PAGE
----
President Obama and other world leaders have urged Libyan leader Moammar Gadhafi to step down, but some U.S. intelligence officials now concede that Gadhafi will probably win. Director of National Intelligence James Clapper told Congress Thursday that he thinks "over the longer term, that the regime will prevail" in Libya's civil war, given Gadhafi's superior weapons and better-trained troops. After initial losses, those troops do appear to be driving the rebels back. With many of his own people and most of the world against him, can Gadhafi really hold onto power?
Gadhafi probably will win: The rebels' "morale and resolve" is little "defense against heavy artillery," says Dominic Waghorn at Sky News. And as Gadhafi's forces retake cities and ports, their earlier ineptness looks suspiciously like a ploy to draw the "disorganized rebel militia" out of their safety zone. If the West doesn't step in now, "there is a danger that Libya's democratic uprising is about to be snuffed out as the world does little more than look on with horror."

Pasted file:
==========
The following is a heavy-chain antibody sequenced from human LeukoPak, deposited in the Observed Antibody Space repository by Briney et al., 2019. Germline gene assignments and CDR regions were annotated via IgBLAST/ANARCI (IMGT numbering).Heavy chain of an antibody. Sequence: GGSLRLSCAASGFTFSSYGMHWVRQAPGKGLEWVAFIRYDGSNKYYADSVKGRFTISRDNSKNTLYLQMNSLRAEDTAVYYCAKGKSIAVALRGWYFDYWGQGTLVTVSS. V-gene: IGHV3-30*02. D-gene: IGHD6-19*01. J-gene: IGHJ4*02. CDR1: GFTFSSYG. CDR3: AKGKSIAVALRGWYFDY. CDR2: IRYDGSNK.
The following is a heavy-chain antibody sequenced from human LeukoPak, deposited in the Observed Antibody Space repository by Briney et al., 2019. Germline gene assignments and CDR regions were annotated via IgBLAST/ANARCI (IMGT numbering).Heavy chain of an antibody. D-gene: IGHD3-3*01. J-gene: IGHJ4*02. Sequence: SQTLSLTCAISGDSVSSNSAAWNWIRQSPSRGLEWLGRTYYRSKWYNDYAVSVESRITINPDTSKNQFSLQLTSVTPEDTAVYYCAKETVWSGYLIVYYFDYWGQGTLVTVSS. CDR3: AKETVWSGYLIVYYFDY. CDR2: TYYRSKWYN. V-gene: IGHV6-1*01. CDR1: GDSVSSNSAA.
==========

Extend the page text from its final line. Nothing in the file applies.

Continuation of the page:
"Morale and resolve vs. heavy artillery"
The rebels can pull this off... if we help: "I am convinced the rebels will win," says Hisham Matar at The New York Times. And the "fighters are adamant they can win this themselves," without foreign troops. But they do need supplies and better weapons, and a no-fly zone would be nice. Since the West "helped fortify the Gadhafi dictatorship" for so long, it must accept its "great moral responsibility" to "assist the uprising and limit the soaring loss of innocent life."
We shouldn't determine Gadhafi's fate: The U.S. shouldn't get "pulled into a civil war that has nothing to do with us," says Daniel Larison at The American Conservative. It's too bad if Gadhafi wins, but it goes against our self-interest to arm or otherwise help rebels "whose cause we don't fully understand," especially since some of them "are obviously hostile to the U.S."
"Just leave the Libyan civil war alone"